"Do ducks need help?" Prototyping interactive installations for ducks and other non-human actors
by Martin Malthe Borch & Sara Daugbjerg
Documentation of a three week summer course on programming interactive installations for non-human actors. Here is a short presentation of the motivation behind the course, the outline, lectures, tools and final student projects. The participants where a culturally and educationally mixed group of international students.
Biology as plants, bacteria, algae, insects and other non-human organisms have started to be used as tools or material for experimentation in many non-biological disciplines as design, architecture, programming, art and fashion. Living organisms, are also being introduced into makerspaces and fablabs. Several projects are emerging where the open source and easy accessible electronics and digital fabrication tools in these spaces, are being used in combination with plant cultivation, growth chambers, art, design and DIYbio experiments.
At FabLab RUC we are often approached by students or individuals from the general public that want to work within a biological or ecological domain. Often their initial idea can be summarised to something like this: “We want to design a technological sustainable solution that can improve biodiversity, minimise resource demand and lead us to green growth and a future in harmony with nature”. This often leads to conversations about what this actually means? What does “green” and “sustainable” mean? How they can we be sure that this actually do help "nature"? The many layers of meaning in these words blur the communication and prevent the conversation to get below the surface of superficial clichés and into the actual physical reality of the biological ecological system that we are all part of.
We have for some time worked on a good frame on how to integrate biological prototyping into the fablab context. We see a tendency to approach the biological organisms as something that can be programmed or modelled to fit the desire of the designer or inventor. We see this trend as a rise in the amount of design and architectural schools that are adding more living biology into their curriculum and workshops.
This have lead us to reflect on: “How can we design a course and facilitate design processes, that introduce the ecological and biological principles and functionality into projects that wants to be sustainable? And especially how do we approach this when what they are working on doesn't have anything to do with biology or ecology. How can we bring a biological or ecological design principles into the projects and the students minds, without first handing them several books about biology, ecology and ecosystem?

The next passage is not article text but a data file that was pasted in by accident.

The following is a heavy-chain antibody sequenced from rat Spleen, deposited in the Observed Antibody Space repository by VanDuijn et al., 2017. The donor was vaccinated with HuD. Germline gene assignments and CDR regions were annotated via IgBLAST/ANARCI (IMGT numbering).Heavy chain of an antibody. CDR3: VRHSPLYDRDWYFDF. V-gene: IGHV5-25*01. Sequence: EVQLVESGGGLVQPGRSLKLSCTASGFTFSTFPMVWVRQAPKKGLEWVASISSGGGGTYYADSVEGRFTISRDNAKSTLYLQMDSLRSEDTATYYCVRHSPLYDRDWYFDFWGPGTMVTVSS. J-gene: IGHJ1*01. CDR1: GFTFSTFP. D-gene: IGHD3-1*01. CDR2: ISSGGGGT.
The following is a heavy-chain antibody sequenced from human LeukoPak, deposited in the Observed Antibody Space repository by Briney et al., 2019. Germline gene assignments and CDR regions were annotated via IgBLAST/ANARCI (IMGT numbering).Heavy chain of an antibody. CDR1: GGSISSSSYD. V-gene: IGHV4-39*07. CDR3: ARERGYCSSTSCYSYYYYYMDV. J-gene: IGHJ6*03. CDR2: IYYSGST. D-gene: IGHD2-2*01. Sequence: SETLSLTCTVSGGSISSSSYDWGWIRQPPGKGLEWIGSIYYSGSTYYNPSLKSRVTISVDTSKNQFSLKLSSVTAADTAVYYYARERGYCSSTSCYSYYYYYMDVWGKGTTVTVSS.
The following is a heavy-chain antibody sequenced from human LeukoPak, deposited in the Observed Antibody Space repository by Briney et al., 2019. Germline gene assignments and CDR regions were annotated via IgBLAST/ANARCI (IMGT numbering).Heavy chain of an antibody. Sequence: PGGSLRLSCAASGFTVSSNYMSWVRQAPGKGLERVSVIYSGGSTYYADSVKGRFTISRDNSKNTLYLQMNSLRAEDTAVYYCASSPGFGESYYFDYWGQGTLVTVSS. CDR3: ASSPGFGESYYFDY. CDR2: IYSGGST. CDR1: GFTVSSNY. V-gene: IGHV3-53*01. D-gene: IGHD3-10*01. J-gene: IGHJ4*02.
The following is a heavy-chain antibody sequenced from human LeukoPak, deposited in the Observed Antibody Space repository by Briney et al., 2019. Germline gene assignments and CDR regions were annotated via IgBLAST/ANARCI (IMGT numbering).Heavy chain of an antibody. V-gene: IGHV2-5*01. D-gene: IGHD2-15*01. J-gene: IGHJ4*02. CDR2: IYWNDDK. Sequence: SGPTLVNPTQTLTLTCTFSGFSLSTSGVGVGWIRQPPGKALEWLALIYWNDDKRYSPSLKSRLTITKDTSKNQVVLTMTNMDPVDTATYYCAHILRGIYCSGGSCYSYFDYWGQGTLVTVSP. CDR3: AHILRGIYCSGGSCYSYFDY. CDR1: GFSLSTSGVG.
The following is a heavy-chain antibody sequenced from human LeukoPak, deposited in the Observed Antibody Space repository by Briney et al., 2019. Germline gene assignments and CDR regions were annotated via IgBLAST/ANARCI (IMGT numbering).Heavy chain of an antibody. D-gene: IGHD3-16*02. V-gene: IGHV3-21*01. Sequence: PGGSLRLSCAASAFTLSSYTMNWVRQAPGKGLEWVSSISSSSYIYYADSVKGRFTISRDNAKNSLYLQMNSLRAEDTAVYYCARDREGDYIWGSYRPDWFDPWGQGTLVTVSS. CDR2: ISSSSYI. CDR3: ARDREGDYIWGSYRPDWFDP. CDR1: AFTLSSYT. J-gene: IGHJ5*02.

Hypothesis and Aim
We have worked on this in several workshops and courses. This summer we set up a course called biofabbing and ecology. The aim was for the students to learn to program interactive installations, but instead of focusing on interactive installations for humans we wanted the students to design interactive installations for non-human actors or an ecological system. We wanted to set up a frame and design process that went beyond an anthropocentric starting point, and the language and metaphors that comes with this.
The Hypothesis was that by introducing examples and languages, we could facilitate a more rich conversation and design process. We wanted to show reference projects and facilitate shared experiences such that everything together could establish a small reference frame and platform for a more non-human centric conversation. We wanted the other actors to be equal with the designers and the object being designed. So Beyond the aim of teaching students to code, the course also aimed at deconstructing the dualistic nature-culture divide, and introduce a new vocabulary that would enable the students to engage with an ecocentric design process.
The hope was that the projects and the final build installations carry ideas or memes that represents, and is derived from this ecocentric design perspective. We don't try to claim that this approach then will be more "sustainable" or better for the surrounding ecosystem. We are though curious about what this approach can contribute to a conversation about ecocentric and non-human centric design.
Approach & Method
We wanted to facilitate the students to engage in a open, curious and playful design approach with the biological material and the non-human actors, un constrained by existing narratives of how they should expect things to act, and free from how they are supposed to relate to these entities.